As long as Russia’s armed aggression and genocidal campaign against the Ukrainian nation cannot be fully reversed by non-military means, there is no other way than to meet force by force. This is in full accordance with international law in general, and article 51 of the UN Charter in particular. Compromise, concessions and other allowances to an aggressor state are no way to achieve a durable peace in Eastern Europe or elsewhere. They would seriously undermine the rules-based international order and future validity of international law.

Non-Western countries and especially the Global South should be made aware of the transcontinental stakes of the Russo-Ukrainian War. Even against the background of the neo-imperial impulse of Moscow’s assault on its former colony, one should not count on much empathy from non-European nations for Ukraine’s fate. However, the wider geopolitical, security and international legal implications of a partial satisfaction of Russia’s demands vis-à-vis Ukraine should be obvious.

These need to be made more explicit in political forums, intergovernmental communications, analytical outlets and media discussions. In addition to upholding liberal ideals, a more targeted appeal to the narrowly national interests of non-Western states may be necessary. Challenging pragmatist and pacifist arguments on their own terms can help to counter the various simplistic proposals currently circulating and should expose the many seemingly straightforward approaches to achieving durable peace as mere mirages.



[1] Steven Pifer, The Eagle and the Trident: U.S.-Ukraine Relations in Turbulent Times (Washington, DC: Brookings Institution, 2017).

[2] Andreas Umland, "Four Challenges Facing a Ukrainian-Russian Truce. Part I: The Constitutional Impasse,” SCEEUS Report, No. 2, 2023. https://sceeus.se/en/publications/four-challenges-facing-a-ukrainian-russian-truce-part-i-the-constitutional-impasse/.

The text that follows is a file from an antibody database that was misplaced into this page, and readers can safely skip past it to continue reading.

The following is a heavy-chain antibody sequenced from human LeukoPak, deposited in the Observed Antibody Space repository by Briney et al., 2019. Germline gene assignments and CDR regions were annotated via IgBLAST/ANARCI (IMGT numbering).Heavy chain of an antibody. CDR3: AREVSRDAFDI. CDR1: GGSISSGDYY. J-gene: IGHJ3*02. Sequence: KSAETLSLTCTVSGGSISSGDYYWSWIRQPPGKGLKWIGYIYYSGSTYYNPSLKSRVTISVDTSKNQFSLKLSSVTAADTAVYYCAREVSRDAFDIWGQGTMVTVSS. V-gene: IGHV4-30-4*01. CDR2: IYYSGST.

[3] Andreas Umland, ”Four Challenges Facing a Ukrainian-Russian Truce. Part II: Two Domestic Blind Alleys,” SCEEUS Report, No. 6, 2023. https://sceeus.se/en/publications/four-challenges-facing-a-ukrainian-russian-truce-part-ii-two-domestic-blind-alleys/.

[4] Andreas Umland, ”Four Challenges Facing a Ukrainian-Russian Truce. Part III: The Crimean Conundrum,” SCEEUS Report, No. 9, 2023. https://sceeus.se/en/publications/four-challenges-facing-a-ukrainian-russian-truce-part-iii-the-crimean-conundrum/.

[5] I have outlined this argument before, in an abridged form, in: Andreas Umland, “Why Ukrainians see no sense in negotiating with Russia now,” Politico, 31 July 22023, https://www.politico.eu/article/ukraine-negotiate-russia-peace-war/.

[6] “Press-konferentsiia generala Lebedia 1992,” https://www.youtube.com/watch?v=eOyjEzMd15s&t=11s.

[7] Martin Kragh, ed., Security and Human Rights in Eastern Europe: New Empirical and Conceptual Perspectives on Conflict Resolution and Accountability (Stuttgart: ibidem-Verlag, 2022).

[8] Igor Torbakov, ”The Kremlin’s Nationalist Utopia,” SCEEUS Guest Report, No. 8, 2023. https://sceeus.se/en/publications/the-kremlins-nationalist-utopia/.

[9] Otto Luchterhandt, “Völkermord in Mariupolʼ: Russlands Kriegsführung in der Ukraine,” Osteuropa, 14 April 2022. https://zeitschrift-osteuropa.de/blog/voelkermord-in-mariupol/; Martin Shaw, “Russia’s Genocidal War in Ukraine: Radicalization and Social Destruction,” Journal of Genocide Research, 8 March 2023. DOI: 10.1080/14623528.2023.2185372; “An Independent Legal Analysis of the Russian Federation’s Breaches of the Genocide Convention in Ukraine and the Duty to Prevent,” New Lines Institute for Strategy and Policy, May 2023. https://newlinesinstitute.org/an-independent-legal-analysis-of-the-russian-federations-breaches-of-the-genocide-convention-in-ukraine-and-the-duty-to-prevent/; Denys Azarov, Dmytro Koval, Gaiane Nuridzhanian, and Volodymyr Venher, “Understanding Russia’s Actions in Ukraine as the Crime of Genocide,” Journal of International Criminal Justice, 13 June 2023. DOI: 10.1093/jicj/mqad018.

[10] Hugo von Essen and Andreas Umland, “Russia’s Dictated Non-Peace for Ukraine in 2014-2022: Why the Minsk Agreements Were Doomed from the Start and What Lessons They Teach,” SCEEUS Report, No. 3, 2022. https://sceeus.se/en/publications/russias-dictated-non-peace-for-ukraine-in-2014-2022/.

[11] Mariana Budjeryn and Andreas Umland, “Damage Control: The Breach of the Budapest Memorandum and the Nuclear Non-Proliferation Regime.” In NATO’s Enlargement and Russia: A Strategic Challenge in the Past and Future, ed. Oxana Schmies (Stuttgart: ibidem-Verlag, 2021): 177-190.

[12] Hugo von Essen and Andreas Umland, “Russlands diktierter Nicht-Frieden im Donbas 2014–2022: Warum die Minsker Abkommen zum Scheitern verurteilt waren.” In: Russlands Angriffskrieg gegen die Ukraine: Zeitenwende für die deutsche Sicherheitspolitik, ed. Stefan Hansen, Olha Husieva, and Kira Frankenthal (Baden-Baden: Nomos, 2023): 93-116.